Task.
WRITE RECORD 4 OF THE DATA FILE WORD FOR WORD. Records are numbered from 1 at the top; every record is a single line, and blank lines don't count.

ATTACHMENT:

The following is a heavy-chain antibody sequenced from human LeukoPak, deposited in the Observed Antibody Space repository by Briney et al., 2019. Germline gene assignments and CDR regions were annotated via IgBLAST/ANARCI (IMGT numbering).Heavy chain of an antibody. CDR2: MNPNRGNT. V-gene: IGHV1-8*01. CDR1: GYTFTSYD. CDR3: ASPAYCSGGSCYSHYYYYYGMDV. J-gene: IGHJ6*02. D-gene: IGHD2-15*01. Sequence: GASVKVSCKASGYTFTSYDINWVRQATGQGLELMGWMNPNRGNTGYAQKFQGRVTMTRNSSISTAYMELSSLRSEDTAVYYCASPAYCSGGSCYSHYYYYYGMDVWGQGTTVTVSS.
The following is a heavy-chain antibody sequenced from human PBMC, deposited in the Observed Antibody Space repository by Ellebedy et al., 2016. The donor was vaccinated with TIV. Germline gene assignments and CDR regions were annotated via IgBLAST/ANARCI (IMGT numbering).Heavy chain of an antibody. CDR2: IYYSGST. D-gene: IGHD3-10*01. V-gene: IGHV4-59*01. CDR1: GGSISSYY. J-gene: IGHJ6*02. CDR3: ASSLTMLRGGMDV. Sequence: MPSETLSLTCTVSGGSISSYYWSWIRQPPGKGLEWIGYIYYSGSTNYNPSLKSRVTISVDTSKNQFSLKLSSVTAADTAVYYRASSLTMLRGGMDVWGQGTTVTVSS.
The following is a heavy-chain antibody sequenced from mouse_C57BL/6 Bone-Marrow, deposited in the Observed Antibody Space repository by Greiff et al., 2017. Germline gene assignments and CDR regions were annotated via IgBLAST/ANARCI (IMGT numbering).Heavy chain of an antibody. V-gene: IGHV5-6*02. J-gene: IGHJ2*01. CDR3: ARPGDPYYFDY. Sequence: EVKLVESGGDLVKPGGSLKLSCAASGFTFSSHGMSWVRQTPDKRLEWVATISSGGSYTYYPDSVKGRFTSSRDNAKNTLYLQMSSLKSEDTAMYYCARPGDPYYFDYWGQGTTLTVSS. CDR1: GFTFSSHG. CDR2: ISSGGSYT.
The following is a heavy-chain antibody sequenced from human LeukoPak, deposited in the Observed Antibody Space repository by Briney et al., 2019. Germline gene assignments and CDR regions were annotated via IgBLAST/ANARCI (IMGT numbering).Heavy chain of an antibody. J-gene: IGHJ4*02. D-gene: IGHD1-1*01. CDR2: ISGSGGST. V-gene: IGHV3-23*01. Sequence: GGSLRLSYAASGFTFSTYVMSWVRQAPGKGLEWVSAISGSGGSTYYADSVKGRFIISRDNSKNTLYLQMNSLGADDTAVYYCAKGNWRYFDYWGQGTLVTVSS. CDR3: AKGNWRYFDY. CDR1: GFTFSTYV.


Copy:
The following is a heavy-chain antibody sequenced from human LeukoPak, deposited in the Observed Antibody Space repository by Briney et al., 2019. Germline gene assignments and CDR regions were annotated via IgBLAST/ANARCI (IMGT numbering).Heavy chain of an antibody. J-gene: IGHJ4*02. D-gene: IGHD1-1*01. CDR2: ISGSGGST. V-gene: IGHV3-23*01. Sequence: GGSLRLSYAASGFTFSTYVMSWVRQAPGKGLEWVSAISGSGGSTYYADSVKGRFIISRDNSKNTLYLQMNSLGADDTAVYYCAKGNWRYFDYWGQGTLVTVSS. CDR3: AKGNWRYFDY. CDR1: GFTFSTYV.